Preparing your business for the storm

If your business is in the projected path of a hurricane, you need to act quickly to protect your people and your property.

Steps you take now can go a long way toward keeping people safe and minimizing damage:

  • Be sure that employee contact lists are up to date
  • Secure all doors and board up windows to protect against flying debris
  • Clean out floor drains and catch basins and check drainage pumps
  • Anchor and fill above-ground tanks with water or product to keep them in place during the storm
  • Fill the fuel tanks on your emergency generator and fire pumps. Make sure automobiles have full fuel tanks, as well
  • Check to see that your fire protection equipment is working
  • Make sure your important records are protected - or duplicate them and move them offsite to a safe area
  • Shut off lines carrying gas or flammable liquids in case a pipe breaks in the storm
  • Shut down production processes safely and turn off the electricity at the main power source
  • Evacuate employees

And do not forget to tie down - or move inside - any items outside your building that could blow away in a powerful windstorm. Benches, chairs, plant urns, signs or potted flowers could become flying debris and cause substantial damage.

An action plan for hurricane recovery

Once the winds have died down utilize your employee call list to make sure they and their families are safe and secure. Assemble a recovery team to begin getting your business back on its feet.

Who should be on your recovery team? Include people qualified to repair electrical, mechanical, plumbing and fire protection systems, as well as general maintenance people for cleanup. The team leader should make sure the team has cleanup supplies and any necessary replacement parts and equipment.

The team leader should assess the damage and develop an action plan that addresses priorities such as:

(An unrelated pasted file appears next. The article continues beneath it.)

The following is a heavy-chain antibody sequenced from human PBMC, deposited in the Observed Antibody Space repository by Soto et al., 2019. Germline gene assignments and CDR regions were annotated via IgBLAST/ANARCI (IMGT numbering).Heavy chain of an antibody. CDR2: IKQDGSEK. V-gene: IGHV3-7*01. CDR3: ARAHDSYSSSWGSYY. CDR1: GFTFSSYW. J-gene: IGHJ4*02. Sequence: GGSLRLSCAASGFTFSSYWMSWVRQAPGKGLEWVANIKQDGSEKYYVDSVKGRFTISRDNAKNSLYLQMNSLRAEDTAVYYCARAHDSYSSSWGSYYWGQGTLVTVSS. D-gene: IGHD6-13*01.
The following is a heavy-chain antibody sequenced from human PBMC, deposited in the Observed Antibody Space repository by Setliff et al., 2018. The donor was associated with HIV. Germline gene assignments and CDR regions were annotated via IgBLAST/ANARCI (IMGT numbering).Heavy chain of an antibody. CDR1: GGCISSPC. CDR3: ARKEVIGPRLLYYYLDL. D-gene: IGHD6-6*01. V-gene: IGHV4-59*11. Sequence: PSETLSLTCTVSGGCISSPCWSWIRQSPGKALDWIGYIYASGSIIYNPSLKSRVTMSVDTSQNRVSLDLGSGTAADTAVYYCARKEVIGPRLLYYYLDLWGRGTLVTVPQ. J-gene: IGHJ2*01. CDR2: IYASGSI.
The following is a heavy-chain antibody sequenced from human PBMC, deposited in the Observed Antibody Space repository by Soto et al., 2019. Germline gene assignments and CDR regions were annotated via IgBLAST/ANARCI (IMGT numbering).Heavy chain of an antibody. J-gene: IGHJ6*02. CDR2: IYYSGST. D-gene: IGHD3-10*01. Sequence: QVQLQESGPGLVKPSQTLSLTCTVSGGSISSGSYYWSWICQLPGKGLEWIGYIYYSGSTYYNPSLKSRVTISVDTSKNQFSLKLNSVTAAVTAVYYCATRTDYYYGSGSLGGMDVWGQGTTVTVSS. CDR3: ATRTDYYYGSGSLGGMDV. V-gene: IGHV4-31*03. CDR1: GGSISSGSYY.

• Safety hazards, including downed power lines, exposed electrical wires, leaking gas, etc.
  • Structural damage to buildings or damaged foundations
  • Impaired fire protection equipment and alarms
  • Critical production equipment and valuable stock required to restore production
  • Completion of temporary repairs so people can access the building safely

Here is what your recovery team should do:

  • Require strict precautionary measures for any cutting or welding
  • Eliminate any unnecessary ignition sources and enforce “No Smoking” regulations
  • Establish a procedure for removing storm- or reconstruction-related debris
  • Temporarily repair any holes or damage to building walls
  • Assess and prioritize damaged contents to see what can be salvaged
  • Photograph and/or videotape any damage

In addition, your team will need to assess and repair fire protection equipment, security alarms and sprinkler systems and notify the fire department if any of those systems will be out of service.

Be extra careful during electrical restoration, and make sure an electrician has checked and dried all systems and equipment before energizing electrical circuits. Take care around damaged power cables.

All mechanical equipment and systems should be checked for leaks or damage and cleaned and dried, as needed. Any wet insulation should be stripped and restored. Be sure to test your water supply for possible contamination, as well.

Maintain adequate security by performing a continual fire watch until normal operations can resume. Provide your employees with portable radios or cell phones and instruct them how to contact emergency response units.

Finally, keep your employees informed about any unsafe conditions and keep them updated on the progress of salvage operations.

2015 Travelers Business Risk Index

2015 Travelers Business Risk Index

Which risks most concern U.S. businesses? Find out what made the list.

View the report >

How should you respond after a hurricane?

Follow these hurricane recovery tips >

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